To close this series, I wanted to share a few additional bits related to webview, but not necessarily related to one another!

First, in the previous post I showed how to wrap some of the webview’s capture methods in a promise. The same thing is easy to do with invokeScriptAsync, where the promise is fulfilled with the value returned from the webview’s script:

functon callWebviewScript(webview, targetFunction, argsIn) {
return new WinJS.Promise(function (cd, ed) {
var op = webview.invokeScriptAsync(targetFunction, argsIn);

        op.oncomplete = function (args) {;
//Return value from the invoked function (always a string) is in args.target.result
cd(args.target.result);
};

op.onerror = function (e) { ed(e); };
op.start();
});
}

This kind of structure helps you remember the necessary call to start at the end.

With invokeScriptAsync, be aware that the result you pass back must be a string, otherwise you’ll get an empty string.

In the callWebviewScript function above, note that targetFunction can be set to “eval” and argsIn to whatever script string you want to evaluate–meaning that the webview doesn’t necessarily have to have a named function inside it. Just remember that the result of that eval must again be a string.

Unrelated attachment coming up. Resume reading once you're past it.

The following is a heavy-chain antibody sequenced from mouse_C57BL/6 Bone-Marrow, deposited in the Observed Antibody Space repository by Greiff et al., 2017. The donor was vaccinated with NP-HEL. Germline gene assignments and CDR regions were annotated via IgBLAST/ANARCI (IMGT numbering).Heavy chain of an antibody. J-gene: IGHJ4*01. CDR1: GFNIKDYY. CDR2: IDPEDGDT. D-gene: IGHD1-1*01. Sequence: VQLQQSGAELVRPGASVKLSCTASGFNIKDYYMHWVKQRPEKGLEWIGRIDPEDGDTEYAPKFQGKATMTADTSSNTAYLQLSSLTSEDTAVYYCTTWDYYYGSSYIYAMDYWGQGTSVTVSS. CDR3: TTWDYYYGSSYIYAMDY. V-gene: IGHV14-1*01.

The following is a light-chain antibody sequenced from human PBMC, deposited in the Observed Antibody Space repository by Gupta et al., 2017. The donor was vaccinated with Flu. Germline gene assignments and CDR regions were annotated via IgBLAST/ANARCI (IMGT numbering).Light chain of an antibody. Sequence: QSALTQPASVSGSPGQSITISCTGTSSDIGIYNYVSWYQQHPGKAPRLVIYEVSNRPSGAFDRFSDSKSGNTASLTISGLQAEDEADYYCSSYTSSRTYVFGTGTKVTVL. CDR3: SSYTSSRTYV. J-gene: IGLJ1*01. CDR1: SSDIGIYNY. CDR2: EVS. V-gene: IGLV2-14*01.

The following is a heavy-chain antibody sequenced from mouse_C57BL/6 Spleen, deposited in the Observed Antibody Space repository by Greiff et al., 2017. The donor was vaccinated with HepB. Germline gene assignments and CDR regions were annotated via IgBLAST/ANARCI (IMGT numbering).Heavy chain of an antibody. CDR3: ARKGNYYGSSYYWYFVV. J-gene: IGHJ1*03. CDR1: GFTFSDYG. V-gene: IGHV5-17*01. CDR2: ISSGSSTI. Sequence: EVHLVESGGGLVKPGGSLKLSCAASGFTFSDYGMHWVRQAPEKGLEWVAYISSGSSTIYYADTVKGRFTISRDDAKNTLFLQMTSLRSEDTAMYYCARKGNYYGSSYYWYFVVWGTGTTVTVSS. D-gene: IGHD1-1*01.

The next little tip is just knowing that webview cache cookies and other content just like the browser, even if you remove the webview from the DOM and let it get garbage collected. There aren’t facilities to clear information that’s cached in the webview, though you might be able to achieve this through the Windows.Web.HttpClient API instead.

Lastly, the webview has a characteristic that if you overlay another element on a webview that has 100% opacity, the webview will go black as it fails “layer candidacy” as it’s called. The same thing happens with an overlay element with 0% opacity. (See http://msdn.microsoft.com/en-us/library/jj680148(v=vs.85).aspx under “Unsupported Scenarios” section for the description of scenarios where it fails layer candidacy.)

If, however, the overlay element’s style has an opacity of anything other than 1 or 0, like 0.9999 or 0.0001, then the webview is happy. It’s an odd behavior, but a good one to know about.


One Comment

  1. Posted October 9, 2014 at 5:17 am | Permalink

    Very nice blog post. I certainly love this site. Thanks!